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I tried to work backwards from the fact that $x^2_n$ is cauchy to find a case where $x_n$ is not cauchy.

$\vert x^2_n-x^2_m \vert \lt \epsilon$

$\vert (x_n-x_m)(x_n+x_m) \vert \lt \epsilon$

$\vert x_n-x_m \vert \vert x_n+x_m \vert \geq \vert (x_n-x_m)(x_n+x_m) \vert \lt \epsilon$ (proved earlier in class)

Then a case would exist that $\vert x_n-x_m \vert \gt \epsilon/(\vert x_n+x_m\vert)$, making $x_n$ not a Cauchy sequence since $\epsilon/(\vert x_n+x_m \vert)\gt0$

Is this a legitimate approach, or are there assumptions that aren't allowed? Just looking for feedback as this is for a graded assignment that I can only seek guidance, not solutions for.

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    $\begingroup$ Are you assuming $x_n \ge 0$ for all $n$? $\endgroup$ – Henry Dec 9 '19 at 2:46
  • $\begingroup$ @Henry I am not, I reasoned that because of the absolute value it would be irrelevant if $x_n \lt 0$ $\endgroup$ – wundering Dec 9 '19 at 2:54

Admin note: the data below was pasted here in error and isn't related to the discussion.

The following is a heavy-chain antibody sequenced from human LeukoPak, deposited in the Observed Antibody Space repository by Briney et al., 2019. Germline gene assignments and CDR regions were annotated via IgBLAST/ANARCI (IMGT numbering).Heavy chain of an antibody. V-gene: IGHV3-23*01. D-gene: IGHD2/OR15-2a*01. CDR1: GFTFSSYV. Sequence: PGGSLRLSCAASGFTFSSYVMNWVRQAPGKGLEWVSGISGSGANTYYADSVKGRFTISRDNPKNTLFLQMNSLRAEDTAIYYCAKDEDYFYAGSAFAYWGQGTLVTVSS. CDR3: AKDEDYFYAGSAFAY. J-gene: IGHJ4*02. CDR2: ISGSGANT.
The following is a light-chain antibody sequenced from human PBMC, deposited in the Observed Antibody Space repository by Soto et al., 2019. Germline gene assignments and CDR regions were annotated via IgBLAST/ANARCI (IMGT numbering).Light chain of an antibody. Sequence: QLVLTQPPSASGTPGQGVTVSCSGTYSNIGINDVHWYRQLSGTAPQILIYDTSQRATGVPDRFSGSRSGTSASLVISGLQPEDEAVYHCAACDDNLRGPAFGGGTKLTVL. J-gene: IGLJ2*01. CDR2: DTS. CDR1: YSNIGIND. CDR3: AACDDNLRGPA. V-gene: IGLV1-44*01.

• $\begingroup$ Your third line looks strange to me. If $|(x_n-x_m)(x_n+x_m)|\lt \varepsilon$, then $|x_n-x_m| \lt \dfrac{\varepsilon}{|x_n+x_m|}$ $\endgroup$ – Divide1918 Dec 9 '19 at 4:13
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You cannot have variable pairing with $\epsilon$.

A counterexample is the sequence defined by $(1,-1,1,-1,...)$, the absolute value is the constant sequence.

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  • $\begingroup$ I see. So would my solution need to somehow deduce that some $\epsilon$ not dependent on a variable is less than $\vert x_n-x_m \vert$ or should I not be starting with the fact that $x^2_n$ is Cauchy? $\endgroup$ – wundering Dec 9 '19 at 2:52
  • $\begingroup$ The philosophy of $\epsilon$-argument is that, the final step of $\epsilon$ inequality cannot end up with variable pairing with it, this is very crucial. $\endgroup$ – user284331 Dec 9 '19 at 2:54
  • $\begingroup$ Would it be the same process as proving that a sequence is Cauchy, just instead of $ \lt \epsilon$, I find that it is $ \gt \epsilon$? I'm not familiar with showing that sequences aren't Cauchy as I've almost exclusively dealt with showing that sequences are Cauchy. $\endgroup$ – wundering Dec 9 '19 at 2:57
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    $\begingroup$ If you end up something with $>\epsilon$, then it is not Cauchy, but usually this is not a very easy way, usually we select a concrete $\epsilon$ as a number and show that $>(\text{a number})$ and then conclude that it is not Cauchy. $\endgroup$ – user284331 Dec 9 '19 at 3:00

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